Ukrainian forces on Wednesday launched assaults along three major axes on the front lines, strengthening claims the counter-offensive is under way.
Kyiv said its forces had clawed back territory from Russia in an attack on the flanks of the eastern city of Bakhmut.
Meanwhile, Russian sources claimed Ukraine launched a major new offensive in the southern Zaporizhzhia region, armed with tanks and multi-launch rocket systems.
Probing attacks were reported by analysts in the Luhansk region of the Donbas, as infra-red satellites also picked up an increase in fires in the Kherson area.
The apparent pushes came a day after Ukraine accused Russia of destroying the Soviet-era Kakhovka dam, which unleashed a torrent of water that displaced tens of thousands of people and potentially hindered Kyiv’s plans for its counter-offensive.
Ukraine has a strict communications blackout surrounding counter-offensive activities.
“When we start the counter-offensive everyone will know about it, they will see it,” said Oleksiy Danilov, secretary of Ukraine’s National Security and Defence Council, dismissing reports of advances.
“Over the past day, we have advanced from 200 to 1,100 metres in various sections of the Bakhmut direction,” Hanna Maliar, Ukraine’s deputy defence minister, said.
“In the direction of Bakhmut, our troops switched from defence to offensive,” she added.
At the same time increased activity was reported across the entire stretch of the front lines dividing Ukraine from its Russian occupiers.
Russian military bloggers, some with close ties to the Kremlin, said advancing Ukrainian forces used artillery and armoured fighting vehicles in a new push towards Tokmak in the Zaporizhzhia region.
“Judging by the actions of the enemy, one should expect another attempt to attack this night or in the morning,” the War Gonzo blog wrote on Wednesday on Telegram
A short video shared alongside the post appeared to show clouds of white smoke rising above the horizon after strikes from a Ukrainian grad rocket launcher.
Analysts have long-predicted that Ukraine’s spring-summer counter-offensive could attempt to push south in order to sever the land bridge created by Moscow between Russia and occupied Crimea.
Ukrainian military reports of gains around Bakhmut were the first since senior officials earlier this week denied the start of the next phase of the conflict.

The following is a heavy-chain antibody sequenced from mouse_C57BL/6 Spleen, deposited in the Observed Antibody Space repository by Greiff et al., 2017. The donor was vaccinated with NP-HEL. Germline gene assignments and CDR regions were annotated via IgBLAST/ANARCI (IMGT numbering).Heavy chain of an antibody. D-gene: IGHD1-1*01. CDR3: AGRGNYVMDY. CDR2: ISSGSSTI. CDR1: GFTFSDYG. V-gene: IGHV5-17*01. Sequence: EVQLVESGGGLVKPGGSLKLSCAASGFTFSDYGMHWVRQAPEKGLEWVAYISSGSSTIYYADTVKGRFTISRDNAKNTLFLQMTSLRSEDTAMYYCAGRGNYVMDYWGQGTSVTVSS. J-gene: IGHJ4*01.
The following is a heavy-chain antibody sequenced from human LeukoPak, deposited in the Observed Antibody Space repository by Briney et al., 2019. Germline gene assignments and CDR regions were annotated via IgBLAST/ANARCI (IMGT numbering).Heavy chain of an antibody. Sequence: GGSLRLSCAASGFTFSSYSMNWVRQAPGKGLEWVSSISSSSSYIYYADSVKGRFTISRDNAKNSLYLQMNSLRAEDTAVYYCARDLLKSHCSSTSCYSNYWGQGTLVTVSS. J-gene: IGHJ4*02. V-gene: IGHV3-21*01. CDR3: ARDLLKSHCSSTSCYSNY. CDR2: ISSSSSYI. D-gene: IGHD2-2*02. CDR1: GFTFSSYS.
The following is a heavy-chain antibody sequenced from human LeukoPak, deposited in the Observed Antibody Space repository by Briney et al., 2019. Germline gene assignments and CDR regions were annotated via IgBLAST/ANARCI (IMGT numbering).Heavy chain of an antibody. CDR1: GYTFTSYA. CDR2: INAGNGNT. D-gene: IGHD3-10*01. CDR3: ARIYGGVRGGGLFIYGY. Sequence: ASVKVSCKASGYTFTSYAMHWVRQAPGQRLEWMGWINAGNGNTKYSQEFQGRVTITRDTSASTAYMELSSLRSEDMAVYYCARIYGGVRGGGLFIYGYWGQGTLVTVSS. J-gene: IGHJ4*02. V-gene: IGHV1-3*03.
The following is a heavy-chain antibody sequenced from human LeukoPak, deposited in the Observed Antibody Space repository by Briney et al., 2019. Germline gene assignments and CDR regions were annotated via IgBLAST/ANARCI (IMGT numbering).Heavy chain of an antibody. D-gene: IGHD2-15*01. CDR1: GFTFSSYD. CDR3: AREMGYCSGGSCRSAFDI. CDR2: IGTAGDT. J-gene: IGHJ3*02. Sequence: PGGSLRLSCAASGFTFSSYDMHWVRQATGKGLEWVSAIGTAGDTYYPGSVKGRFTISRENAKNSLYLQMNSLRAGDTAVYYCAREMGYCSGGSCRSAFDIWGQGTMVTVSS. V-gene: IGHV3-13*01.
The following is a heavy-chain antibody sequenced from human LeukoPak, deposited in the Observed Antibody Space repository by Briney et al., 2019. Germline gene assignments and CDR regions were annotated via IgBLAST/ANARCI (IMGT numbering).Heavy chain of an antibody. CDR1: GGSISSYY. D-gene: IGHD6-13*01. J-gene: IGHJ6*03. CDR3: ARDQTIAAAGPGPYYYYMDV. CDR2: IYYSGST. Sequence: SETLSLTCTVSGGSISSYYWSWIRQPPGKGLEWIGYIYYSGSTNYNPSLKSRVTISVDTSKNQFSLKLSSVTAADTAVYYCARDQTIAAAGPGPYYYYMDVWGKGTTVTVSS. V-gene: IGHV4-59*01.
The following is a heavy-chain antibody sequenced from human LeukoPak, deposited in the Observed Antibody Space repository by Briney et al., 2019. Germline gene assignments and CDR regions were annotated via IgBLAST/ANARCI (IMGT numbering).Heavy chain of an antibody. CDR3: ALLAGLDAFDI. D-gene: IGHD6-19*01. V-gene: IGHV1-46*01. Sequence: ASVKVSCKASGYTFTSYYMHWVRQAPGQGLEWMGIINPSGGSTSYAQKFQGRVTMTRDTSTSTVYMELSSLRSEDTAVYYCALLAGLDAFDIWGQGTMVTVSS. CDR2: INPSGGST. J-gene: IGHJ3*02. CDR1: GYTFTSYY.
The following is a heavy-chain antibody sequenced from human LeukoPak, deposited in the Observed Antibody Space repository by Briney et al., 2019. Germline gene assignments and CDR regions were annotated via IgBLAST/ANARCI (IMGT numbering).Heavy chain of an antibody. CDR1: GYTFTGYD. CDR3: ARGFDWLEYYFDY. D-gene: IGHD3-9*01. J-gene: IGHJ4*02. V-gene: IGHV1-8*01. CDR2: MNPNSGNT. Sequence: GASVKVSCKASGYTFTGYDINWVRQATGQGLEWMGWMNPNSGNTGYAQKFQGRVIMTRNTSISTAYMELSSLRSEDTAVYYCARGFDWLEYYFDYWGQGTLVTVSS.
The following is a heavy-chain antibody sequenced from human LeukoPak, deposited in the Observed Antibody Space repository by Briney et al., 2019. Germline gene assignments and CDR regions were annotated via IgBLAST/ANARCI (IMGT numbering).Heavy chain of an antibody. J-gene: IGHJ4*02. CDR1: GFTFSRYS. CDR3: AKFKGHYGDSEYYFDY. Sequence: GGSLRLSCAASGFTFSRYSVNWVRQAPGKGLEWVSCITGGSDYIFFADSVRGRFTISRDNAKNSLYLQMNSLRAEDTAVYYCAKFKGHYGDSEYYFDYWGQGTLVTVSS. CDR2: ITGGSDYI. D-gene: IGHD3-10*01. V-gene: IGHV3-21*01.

Colonel General Oleksandr Syrskyi, commander of Ukraine’s ground forces, also said Kyiv’s forces continued to advance along the flanks in Bakhmut as its Russian occupiers reportedly lost ground.
“Our defence forces continue to advance along the flanks, while the enemy is losing positions in Bakhmut,” he said.
The offensive push was largely carried out by members of Ukraine’s 3rd Separate Assault Brigade, which is part of the now-renowned Azov Brigade of fighters.
Footage of their exploits shared on social media appeared to show close-quarters fighting as Ukrainian forces swooped on foxholes left abandoned by the Russians.
Secure the high grounds
Kyiv’s men have been seeking to secure the high grounds to the north and south of Bakhmut, which Moscow claimed to have completely captured in May after almost a year of bloody combat, in what could become a double envelopment of the city.
Military analysts highlighted a Ukrainian push around the northern edge of Bakhmut and the nearby town of Soledar, as well as south-west of the salt-mining city.
In a television broadcast, Ms Maliar on Wednesday said Russia lacked forces in Bakhmut and was bringing in troops from other positions.
She said mercenaries from the Russian Wagner Group had been moved to rear positions around the city, with more professional airborne assault units brought into the fight.
“They don’t have enough strength. We destroy a lot of enemy manpower now, and we see that they redeploy their reserves from the depths in order to hold the strong defence,” the deputy defence minister added.
But Moscow’s defence ministry insisted it had repelled the attacks mounted by Ukraine.
“The adversary did not achieve the goal of the offensive, wedging into our defence positions has not been permitted,” it said.
On Tuesday, Yevgeny Prigozhin, the leader of Russia’s Wagner mercenaries who led the efforts to capture Bakhmut, said Moscow would need at least 200,000 troops to stall the offensive aimed at the city.
In the same broadcast, the warlord said Ukraine had already “broken through” Russia’s line of defence in several areas.
Earlier this week, Ukraine launched simultaneous offensives along the front lines but denied it was the start of its offensive, with officials claiming the reports were Russian disinformation to distract from its failings around Bakhmut.
Residents forced to flee floods
An uptick in Russian artillery fire was reported as residents of the southern Kherson region were forced to flee the floods triggered by the Kakhovka dam’s collapse.
Another potential environmental disaster emerged after an ammonia pipeline in the Kharkiv region started to spew gas into the atmosphere.
Russian sources published video of what was claimed to be a puncture in the pipeline, which stretches more than 2,000 miles between Tolyatti in western Russia and Odesa in the south of Ukraine.
The poisonous gas spewed from the pipeline could have devastating consequences for the nearby population living on the front lines that separate Ukrainian forces and the Russian occupiers.
Earlier this week, Ukraine said the line was damaged after repeated Russian shelling in the area of the infrastructure.
In response, Russian forces claimed the strike had been carried out by a sabotage group belonging to Kyiv’s military.
The pipeline is crucial for Russia’s global exports of fertiliser and could play a huge role in the deal for continuation of Ukrainian grain exports from its Black Sea ports.